The things you can do with Ableton Live never ceases to amaze and on that note John Type, a DJ/producer has figured out. away to play and sequence vinyl records as a synth using some of the new features available on Live 11.

Let’s take a look at this video first before we break down how he’s done this


The Process

As explained by the man himself on his website :

The vinyl records used in the video are processed in real time in Ableton Live through an audio interface. To demonstrate the possibilities of vinyl synthesis, during the performance you can see how the Vestax PDX-3000 turntable can play the melody of “Da Funk” and then turn into the bass arpeggio of “I Feel Love”. In the other turntable, the analog pitch of the Technics SL-1210 changes the speed of the drums and Ableton Live stays in sync with the Tempo Follower feature.

Ableton Settings

The record on the left is a locked groove with a saw wave that is acting as a primary oscillator while the push is being used to step sequence the notes in the piano roll.

Ableton Live Session View

  1. Backing Tracks (Audio Track): Additional audio clips that complete the arrangement of the songs
  2. Vinyl Synth (MIDI track): The PDX-3000 is plugged into input 1 of the “External Instrument” plugin
  3. Vinyl Drums (Audio Track): The SL-1210 is plugged into input 2 of the audio interface

Audio Clips of the Backing Tracks

The bass of “Da Funk” is a sample from the Ableton library, the synths of “I Feel Love” have been recreated with Ableton’s Analog synthesizer except for the clavinet which comes from a Scarbee virtual instrument. The acapella is taken from a cover of “I Feel Love” by Devastation.

MIDI clips of Vinyl Synth Track

The 4 MIDI clips (the first clip is programmed on the fly with Push 2) are used to play the bass line of the chord progression of “I Feel Love”. Inside the clips there is a slight modulation that controls the decay of the amplifier and the filter, which is programmed to attenuate the glide sound of platter play.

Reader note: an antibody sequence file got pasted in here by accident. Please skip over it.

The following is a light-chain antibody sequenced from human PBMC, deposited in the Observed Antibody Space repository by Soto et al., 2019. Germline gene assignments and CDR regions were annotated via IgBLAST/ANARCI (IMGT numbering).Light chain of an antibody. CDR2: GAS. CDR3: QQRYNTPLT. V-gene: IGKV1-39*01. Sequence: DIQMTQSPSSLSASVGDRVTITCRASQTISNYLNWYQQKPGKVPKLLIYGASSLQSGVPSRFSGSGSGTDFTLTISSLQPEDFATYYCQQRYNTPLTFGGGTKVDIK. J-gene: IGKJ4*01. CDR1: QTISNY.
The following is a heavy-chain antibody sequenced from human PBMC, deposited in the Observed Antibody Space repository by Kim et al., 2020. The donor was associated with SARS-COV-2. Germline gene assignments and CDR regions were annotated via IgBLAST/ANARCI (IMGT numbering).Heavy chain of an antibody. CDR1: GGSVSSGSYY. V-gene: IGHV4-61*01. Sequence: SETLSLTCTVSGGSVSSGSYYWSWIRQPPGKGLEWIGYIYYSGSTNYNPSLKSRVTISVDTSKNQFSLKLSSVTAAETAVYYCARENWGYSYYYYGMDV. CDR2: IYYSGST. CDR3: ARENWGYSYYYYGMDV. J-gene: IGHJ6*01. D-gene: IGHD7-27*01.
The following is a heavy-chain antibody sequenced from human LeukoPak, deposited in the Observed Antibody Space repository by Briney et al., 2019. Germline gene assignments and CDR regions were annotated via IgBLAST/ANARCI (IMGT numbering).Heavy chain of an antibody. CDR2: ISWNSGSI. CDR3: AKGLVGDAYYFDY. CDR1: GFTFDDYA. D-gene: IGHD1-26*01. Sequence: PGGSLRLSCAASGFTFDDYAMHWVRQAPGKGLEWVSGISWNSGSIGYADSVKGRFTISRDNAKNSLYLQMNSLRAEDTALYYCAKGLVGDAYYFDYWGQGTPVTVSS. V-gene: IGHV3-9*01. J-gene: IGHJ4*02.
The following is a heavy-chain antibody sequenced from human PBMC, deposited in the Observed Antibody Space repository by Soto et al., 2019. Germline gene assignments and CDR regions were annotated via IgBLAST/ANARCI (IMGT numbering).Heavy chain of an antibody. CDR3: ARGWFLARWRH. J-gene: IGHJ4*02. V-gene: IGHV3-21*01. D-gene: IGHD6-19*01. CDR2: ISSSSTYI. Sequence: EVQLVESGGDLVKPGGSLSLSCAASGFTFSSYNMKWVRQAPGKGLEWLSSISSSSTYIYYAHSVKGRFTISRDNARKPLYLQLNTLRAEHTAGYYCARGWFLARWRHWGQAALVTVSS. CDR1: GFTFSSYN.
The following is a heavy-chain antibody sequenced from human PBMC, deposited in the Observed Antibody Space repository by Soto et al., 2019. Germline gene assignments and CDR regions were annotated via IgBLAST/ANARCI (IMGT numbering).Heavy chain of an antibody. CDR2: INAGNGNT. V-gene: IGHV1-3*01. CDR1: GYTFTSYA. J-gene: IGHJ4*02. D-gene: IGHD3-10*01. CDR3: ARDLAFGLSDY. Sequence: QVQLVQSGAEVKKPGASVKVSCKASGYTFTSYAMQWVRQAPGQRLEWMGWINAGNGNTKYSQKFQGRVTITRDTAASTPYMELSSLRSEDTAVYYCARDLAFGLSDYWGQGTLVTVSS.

Hardware Connections

In the video, the 2 record vinyls are processed separately in Ableton Live. To split the signals of the 2 turntables, you need to do hard panning on the mixer channels to convert the master output from stereo to dual mono: hard pan one channel all the way to the left and the other all the way right. Since the DJM-S9 does not have pan control, from each turntable connect only one audio cable to phono inputs. It is recommended to connect the unused cables to the line inputs, to avoid any grounding noise. To make the vinyl synthesis work, it is not necessary to separate the 2 channels of the mixer. You can also use the stereo signal if you only need one turntable.

Ableton Live Settings

A Solid State Logic SSL2 was used as an audio interface. With a buffer size of 256 samples there is a good balance between latency and CPU usage.

To use the Tempo Follower function, assign an audio channel with a rhythmic source to Input Channel (Ext. In). In this setup the vinyl with the drum break is plugged into input 2 of the audio interface.

To activate the Tempo Follower feature, click the Follow button on the top left screen of Ableton Live. Now Ableton Live will follow the BPM of the vinyl record.

Setting up the Vinyl Synth instrument

  1. Create a MIDI track
  2. Load the External Instrument plugin
  3. On External Instrument select your MIDI interface on MIDI To in this case UM-ONE
  4. On External Instrument select on MIDI To the MIDI channel of the PDX-3000 which is Ch.1
  5. On External Instrument select on Audio From the audio input of the PDX-3000 which is input 1
  6. Load the Utility and Auto Filter plugins
  7. Load two Envelope MIDI plugins
  8. On the 1° Envelope MIDI map the Gain parameter of the Utility plugin with the Map button
  9. On the 2° Envelope MIDI map the Frequency parameter of the Auto Filter plugin with the Map button

Vinyl Synthesis Instrument Rack

For convenience, group plugins into an Instrument Rack ad map the most important parameters to macro controls. In the Macro Variations you can save vinyl synth patches and instantly recall them also with a MIDI controller.

Additional effects used in the video

Audio Effects

In the audio effects chain the Saturator plugin was used to emulate a filter drive. For the lead sound of “Da Funk” the Pedal plugin simulates the fuzz effect that Daft Punk used on their synth lead. In the synth bass arpeggio of “I Feel Love” the Delay plugin recreates the technique used by Giorgio Moroder which doubles the rhythmic frequency of the arpeggio.

MIDI Effects

To gradually switch from “Da Funk” to the “I Feel Love” patch (at 0:33 of the video), it used a Smooth Automator plugin. The Manual parameter is mapped via MIDI to the DJM-S9’s Sampler Volume knob. With the Note Length plugin it is possible to play the notes of “Da Funk” without keeping the finger pressed on the pads. By extending the note length to 2.40 seconds, there is time to take the hand off the Push and scratch the note on the turntable.

The following equipment was used in the video

MIDI turntable: Vestax PDX-3000
Turntable: Technics SL-1200MK2
Mixer: Pioneer DJ DJM-S9
MIDI Controller: Ableton Push 2
Audio Interface: Solid State Logic SSL2
MIDI interface: Roland UM-ONE MK2
Software: Ableton Live Suite 11.0
Computer: Apple Mac Mini Intel i7
Operating System: OS X Catalina 10.15.7